Ways to Greet Guests Besides the Receiving Line

The classic tradition has grown less popular in recent years.

Find out how to greet your guests at your wedding if you won't be having a traditional receiving line.

Photo: Mark Steines

For decades, tradition dictated that after a wedding ceremony, the newlyweds and their parents should greet the guests via the receiving line. If you aren’t familiar with the practice, it’s when attendees in single file greet the host of the event. Usually it’s a quick salutation accompanied by well wishes and a handshake or hug.

The custom has fallen out of fashion over the years for a variety of reasons. For starters, the receiving line is most common for church ceremonies, or any other nuptials where the vow exchange is held at a different venue than the reception. Though these occasions still occur, they are less common than they were 50 years ago. Receiving lines are particularly utilized in church weddings because the whole congregation may be open to witness the ceremony, while only close friends and family are invited to the reception. Without a receiving line in these instances, the happy couple may not have the opportunity to greet everyone. 

black and white photo offering drinks at pre-ceremony cocktail hour

Photo by Kent Drake Photography

Another reason the tradition is less popular is simply because it is seen as old fashioned. However, the biggest issue most people have with it is that it takes a long time. Regardless, it is imperative to take the time to greet all of your guests on the big day. Though some of the methods will still take time to get through, depending on the amount of attendees, perhaps the following modern alternatives to the receiving line will be more your style.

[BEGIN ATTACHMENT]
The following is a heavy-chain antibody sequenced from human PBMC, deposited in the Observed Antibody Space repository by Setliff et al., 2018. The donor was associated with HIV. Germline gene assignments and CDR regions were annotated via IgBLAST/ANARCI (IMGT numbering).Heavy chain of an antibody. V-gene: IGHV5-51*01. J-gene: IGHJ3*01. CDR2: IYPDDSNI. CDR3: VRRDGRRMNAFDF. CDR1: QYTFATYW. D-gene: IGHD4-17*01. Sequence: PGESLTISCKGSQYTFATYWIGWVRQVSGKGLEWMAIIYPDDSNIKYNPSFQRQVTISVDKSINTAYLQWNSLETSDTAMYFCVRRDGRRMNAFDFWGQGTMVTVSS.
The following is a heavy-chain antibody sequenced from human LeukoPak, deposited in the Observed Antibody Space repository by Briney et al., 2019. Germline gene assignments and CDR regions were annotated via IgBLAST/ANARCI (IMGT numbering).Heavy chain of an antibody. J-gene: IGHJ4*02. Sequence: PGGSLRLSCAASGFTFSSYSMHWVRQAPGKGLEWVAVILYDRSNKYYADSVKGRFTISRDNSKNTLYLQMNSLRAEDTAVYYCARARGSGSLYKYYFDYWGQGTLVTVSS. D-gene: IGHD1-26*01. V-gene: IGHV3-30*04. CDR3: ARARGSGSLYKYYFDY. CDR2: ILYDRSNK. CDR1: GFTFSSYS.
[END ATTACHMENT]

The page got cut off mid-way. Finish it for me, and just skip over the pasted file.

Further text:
- Stopping by each reception table. This way you’re at least able to greet a group of people at once, rather than one at a time. You can even have your photographer follow along so you get a picture with everyone. The downside is that this can cut into your reception time, particularly your chance to eat dinner. 

- Making time for cocktail hour. Newlyweds typically use this time to get pictures taken, but if you do the bulk of them before the ceremony, you will be able to greet people by casually mingling through cocktail hour. You can even stand at the entrance of the reception and say hi as they walk in, or take advice from the couple pictured above who actually served drinks to their loved ones!

- Hosting a welcome party. One major benefit of the wedding-weekend trend is the greater amount of opportunities to spend time with all of your nearest and dearest who have traveled to celebrate your special day. 

For more ideas and tips, discover the pros and cons of a church ceremony and how to organize your bridal party